In the meantime, make your tomato sauce. Place the 2 Tbsp olive oil, red pepper flakes, couple pinches of salt, and chopped garlic into a cold medium saucepan. Stir while you heat the saucepan over medium-high heat. Saute just 45 seconds or so until everything is fragrant--you don't want the garlic to brown. Stir in the tomatoes and the fresh oregano and heat to a gentle simmer, this takes just a couple minutes. Remove from heat and stir in the adobo sauce--carefully take a taste...If the sauce needs more salt add it now. More chipotle flavor? Go for it.

Make the cilantro pesto by combining the clove of garlic and cilantro in a food processor. Pulse while you drizzle in the olive oil. Season with a bit of salt and set aside.

Preheat the oven to 425 degrees. In a 9x13 baking pan (or large oven-proof casserole/dutch oven) toss the beans with the tomato sauce and the greens. Sprinkle with the cheese and bake in the top third of the oven for roughly 25 (if you're using queso fresco) to 40 minutes. I look for cheese to start browning and any visible beans to get a bit crusty. Remove from oven and let sit for about ten minutes. Top the beans with the breadcrumbs and just before serving drizzle with the cilantro pesto.

*A CSA member actually asked us to post more pictures of ourselves. I'm complying because I'd forgotten how adorable your farmers were back in June:

Tuesday, September 21, 2010

CSA Week 17

It's the equinox, the second time this year neither light nor dark has been stifled in favor of the other. We lose a few minutes of daylight each day, and to arrive at the farm when the sun rises is to arrive each day a few minutes later. The extra sleep is mandated by the season, and we appreciate it. When the sun does rise its light is soft and the air is cold, but it is a cold unique to the season, a cold that contains within itself the assurance of future warmth. These are the cold mornings of warm days, conditions that exist in measure as equal as the light and the dark and invigorate because they do not threaten permanence. For those of us who felt diminished during the hottest parts of summer, exposed by the brightness and enervated by the humidity, the gentle daily fluctuation is soothing. It's certainly worth another opening paragraph about the weather.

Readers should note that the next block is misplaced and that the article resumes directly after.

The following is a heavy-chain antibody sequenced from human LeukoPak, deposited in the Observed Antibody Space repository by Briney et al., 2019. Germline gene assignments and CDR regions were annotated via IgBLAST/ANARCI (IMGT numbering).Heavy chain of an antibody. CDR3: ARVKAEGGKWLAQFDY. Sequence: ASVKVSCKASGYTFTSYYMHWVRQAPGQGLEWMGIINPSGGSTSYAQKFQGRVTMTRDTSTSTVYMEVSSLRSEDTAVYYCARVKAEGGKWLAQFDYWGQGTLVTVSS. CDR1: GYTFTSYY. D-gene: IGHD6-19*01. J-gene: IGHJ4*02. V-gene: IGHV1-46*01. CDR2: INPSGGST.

Here is what's in the share this week:

Sungold Cherry Tomatoes
Heirloom Tomatoes
Collard Greens
Swiss Chard
Sweet Peppers
Hot Peppers
Husk Cherries

*During college I would often retreat to the home of my friends Mary and George. There, I could spend an autumn day doing schoolwork in the warmth of a household not at all reminiscent of the nearby campus, and I could end the day with a home-cooked meal. On at least one of these occasions I arrived to the sight and smell of tomatoes simmering on each of the stove top's four burners. George, who is an excellent cook, was making tomato sauce and tomato soup in quantities appropriate to freeze for the winter, and I spent the day in the midst of their preparation, in a haze of tomato-based aroma. With this in mind I called George and asked for tips and recipes concerning all things tomato. You're advised to heed his suggestions:

George Ferger's Tomato Soup

The quantities given here are for a 3-quart (medium-sized) saucepan. When I make this soup, I generally do so with the idea of freezing it in pint and/or quart containers for the winter, so I triple the measurements, filling the three pans in stages as I work through the cooking process. On a personal note, I like to save time so I am not fussy about tomato skins. I never skin a tomato I plan to cook. I do however at least slice each tomato open to be sure nothing objectionable is inside (you never know--one summer every 30th or so plum tomato had a moldy growth buried in its core). Most of the time I blend the cooked mixture once it has cooled sufficiently. If you want a coarser texture in a soup, dice everything a bit finer so any bits of skin will be unobtrusive. That will take longer, of course; a second strategy to add texture is to blanch diced vegetables (zucchini or yellow summer squash, bell peppers, etc.) in boiling water for a minute and then drain and add them to the blended tomato mixture. The times mentioned are for fresh organic vegetables. In my experience, they require less cooking time than most store-bought produce. Note: the bulghur acts to thicken the soup mixture. Tomatoes vary in their juiciness so you may need more or less. If the mixture is too thin, just add a bit more bulghur--it cooks in minutes. If the mixture is too thick, just add a bit of water. This can even be done at the blending stage if necessary.